Will be bigger growth and better situation.
Glenn Haussman: So we’ve got all of this uncertainty there. And we could probably go back and forth on this issue all the time. But you guys are a management company, and you’ve got to come in and manage that uncertainty at the property level.
So what are some of the things that you’re thinking that you can help these properties do to excel under these particular circumstances?
Peter Connolly: It’s all about revenue management right now. And it’s about recognizing, when we’re not going to actualize the corporate business that we’re anticipating, either because the bookings aren’t coming that normally do come, or because stuff is washing out we need to manage the blocks very closely so that we can start replacing it with transient business. And you need to do that far enough in advance so that if you’re going to on sale you go on sale by yourself and not through the OTAs.
Glenn Haussman: Right. Yeah because that’ll – you’ll lower your prices and you won’t really – the customer won’t really get that kind of a discount. Just the OTAs will get that kind of a discount. What else are you thinking about, Jerry, when it comes to empowering these properties?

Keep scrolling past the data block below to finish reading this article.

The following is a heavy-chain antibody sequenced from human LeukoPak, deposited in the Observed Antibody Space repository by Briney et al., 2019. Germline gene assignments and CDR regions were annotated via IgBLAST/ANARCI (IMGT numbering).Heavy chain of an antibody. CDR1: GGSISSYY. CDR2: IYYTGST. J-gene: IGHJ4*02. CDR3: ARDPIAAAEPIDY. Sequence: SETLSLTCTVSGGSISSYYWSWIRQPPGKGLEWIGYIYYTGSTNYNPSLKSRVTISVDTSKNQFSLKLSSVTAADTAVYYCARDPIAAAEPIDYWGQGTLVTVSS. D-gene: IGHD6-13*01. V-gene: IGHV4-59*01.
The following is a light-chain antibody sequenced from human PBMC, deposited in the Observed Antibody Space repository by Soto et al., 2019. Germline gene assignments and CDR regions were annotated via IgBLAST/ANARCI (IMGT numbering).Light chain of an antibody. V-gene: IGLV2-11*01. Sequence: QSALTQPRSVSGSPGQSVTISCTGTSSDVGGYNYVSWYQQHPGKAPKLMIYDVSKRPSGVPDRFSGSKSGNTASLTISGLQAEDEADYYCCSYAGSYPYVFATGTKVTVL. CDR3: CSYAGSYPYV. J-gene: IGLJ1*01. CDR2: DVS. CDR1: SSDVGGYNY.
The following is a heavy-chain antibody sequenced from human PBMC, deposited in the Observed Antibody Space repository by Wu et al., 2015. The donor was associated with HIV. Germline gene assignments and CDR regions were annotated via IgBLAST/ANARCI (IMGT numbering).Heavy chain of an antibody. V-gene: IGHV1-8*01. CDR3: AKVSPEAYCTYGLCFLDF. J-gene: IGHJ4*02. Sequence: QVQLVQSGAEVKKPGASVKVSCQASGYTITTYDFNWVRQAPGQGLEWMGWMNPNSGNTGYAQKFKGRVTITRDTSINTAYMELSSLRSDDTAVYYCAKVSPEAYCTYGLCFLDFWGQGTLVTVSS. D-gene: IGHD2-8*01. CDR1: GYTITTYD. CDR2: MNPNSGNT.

Jerry Cataldo: Well, I think we are clearly focused on trying to make sure that property level management assets that we have are as focused on their markets and their competition and reaching their goals as possible, and in augmenting their activities and their performances with the resources from our corporate level, our home office teams, that we’ve invested in greatly over the last few years to advance a lot of these areas where the property level management just can’t focus on or be considered to have the expertise in all the areas that are needed today.
Glenn Haussman: And that’s true. And we talked about this earlier but, of course, we’re speaking to an audience now that hasn’t heard us before. I find – what I find very interesting is that these mom and pop hoteliers – it’s a family business. So they’re not approaching things necessarily with the rational. They approach a lot of things with the emotional.